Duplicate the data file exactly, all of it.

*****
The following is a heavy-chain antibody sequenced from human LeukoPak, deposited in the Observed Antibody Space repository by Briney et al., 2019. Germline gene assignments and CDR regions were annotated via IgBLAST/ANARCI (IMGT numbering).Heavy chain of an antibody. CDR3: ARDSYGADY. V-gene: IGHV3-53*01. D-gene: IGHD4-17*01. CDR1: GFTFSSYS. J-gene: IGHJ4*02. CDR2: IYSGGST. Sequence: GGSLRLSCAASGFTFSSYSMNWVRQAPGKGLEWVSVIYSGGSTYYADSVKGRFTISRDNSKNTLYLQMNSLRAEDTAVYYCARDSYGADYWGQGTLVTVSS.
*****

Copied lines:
The following is a heavy-chain antibody sequenced from human LeukoPak, deposited in the Observed Antibody Space repository by Briney et al., 2019. Germline gene assignments and CDR regions were annotated via IgBLAST/ANARCI (IMGT numbering).Heavy chain of an antibody. CDR3: ARDSYGADY. V-gene: IGHV3-53*01. D-gene: IGHD4-17*01. CDR1: GFTFSSYS. J-gene: IGHJ4*02. CDR2: IYSGGST. Sequence: GGSLRLSCAASGFTFSSYSMNWVRQAPGKGLEWVSVIYSGGSTYYADSVKGRFTISRDNSKNTLYLQMNSLRAEDTAVYYCARDSYGADYWGQGTLVTVSS.